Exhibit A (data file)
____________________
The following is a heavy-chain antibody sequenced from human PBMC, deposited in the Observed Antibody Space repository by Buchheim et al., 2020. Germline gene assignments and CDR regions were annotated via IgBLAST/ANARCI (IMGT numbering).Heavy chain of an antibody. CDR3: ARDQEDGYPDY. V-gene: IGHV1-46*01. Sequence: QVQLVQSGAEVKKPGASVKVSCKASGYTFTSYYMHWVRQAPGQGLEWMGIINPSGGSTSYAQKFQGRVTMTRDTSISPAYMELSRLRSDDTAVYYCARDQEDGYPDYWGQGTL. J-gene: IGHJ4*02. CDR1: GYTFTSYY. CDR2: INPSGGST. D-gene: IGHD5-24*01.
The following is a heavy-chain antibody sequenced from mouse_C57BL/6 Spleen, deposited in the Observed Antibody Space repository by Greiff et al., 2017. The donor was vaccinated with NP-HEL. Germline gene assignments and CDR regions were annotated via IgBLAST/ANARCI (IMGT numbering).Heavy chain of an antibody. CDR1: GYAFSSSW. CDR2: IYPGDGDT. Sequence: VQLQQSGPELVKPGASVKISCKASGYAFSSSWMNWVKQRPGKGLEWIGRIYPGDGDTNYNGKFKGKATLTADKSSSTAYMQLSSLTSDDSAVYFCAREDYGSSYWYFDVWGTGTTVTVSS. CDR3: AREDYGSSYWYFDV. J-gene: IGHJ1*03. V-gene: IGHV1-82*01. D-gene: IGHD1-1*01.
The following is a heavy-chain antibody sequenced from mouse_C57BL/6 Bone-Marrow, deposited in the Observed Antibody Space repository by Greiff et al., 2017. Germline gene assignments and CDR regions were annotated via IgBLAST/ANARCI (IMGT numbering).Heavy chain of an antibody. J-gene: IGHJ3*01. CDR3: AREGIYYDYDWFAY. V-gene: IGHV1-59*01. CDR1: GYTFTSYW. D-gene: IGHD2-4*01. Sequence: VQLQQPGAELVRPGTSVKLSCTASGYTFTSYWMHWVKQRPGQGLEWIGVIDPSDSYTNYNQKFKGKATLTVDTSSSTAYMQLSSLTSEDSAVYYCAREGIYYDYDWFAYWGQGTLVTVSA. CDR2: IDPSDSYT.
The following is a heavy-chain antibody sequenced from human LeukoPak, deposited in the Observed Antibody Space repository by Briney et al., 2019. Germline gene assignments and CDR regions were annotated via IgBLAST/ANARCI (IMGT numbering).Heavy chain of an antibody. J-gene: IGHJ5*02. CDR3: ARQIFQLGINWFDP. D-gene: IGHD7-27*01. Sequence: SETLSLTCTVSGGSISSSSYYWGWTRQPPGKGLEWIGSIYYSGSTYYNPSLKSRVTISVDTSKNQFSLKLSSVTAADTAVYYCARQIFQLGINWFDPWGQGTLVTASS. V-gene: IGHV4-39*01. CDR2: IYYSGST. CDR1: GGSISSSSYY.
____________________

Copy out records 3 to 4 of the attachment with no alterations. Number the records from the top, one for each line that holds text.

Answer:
The following is a heavy-chain antibody sequenced from mouse_C57BL/6 Bone-Marrow, deposited in the Observed Antibody Space repository by Greiff et al., 2017. Germline gene assignments and CDR regions were annotated via IgBLAST/ANARCI (IMGT numbering).Heavy chain of an antibody. J-gene: IGHJ3*01. CDR3: AREGIYYDYDWFAY. V-gene: IGHV1-59*01. CDR1: GYTFTSYW. D-gene: IGHD2-4*01. Sequence: VQLQQPGAELVRPGTSVKLSCTASGYTFTSYWMHWVKQRPGQGLEWIGVIDPSDSYTNYNQKFKGKATLTVDTSSSTAYMQLSSLTSEDSAVYYCAREGIYYDYDWFAYWGQGTLVTVSA. CDR2: IDPSDSYT.
The following is a heavy-chain antibody sequenced from human LeukoPak, deposited in the Observed Antibody Space repository by Briney et al., 2019. Germline gene assignments and CDR regions were annotated via IgBLAST/ANARCI (IMGT numbering).Heavy chain of an antibody. J-gene: IGHJ5*02. CDR3: ARQIFQLGINWFDP. D-gene: IGHD7-27*01. Sequence: SETLSLTCTVSGGSISSSSYYWGWTRQPPGKGLEWIGSIYYSGSTYYNPSLKSRVTISVDTSKNQFSLKLSSVTAADTAVYYCARQIFQLGINWFDPWGQGTLVTASS. V-gene: IGHV4-39*01. CDR2: IYYSGST. CDR1: GGSISSSSYY.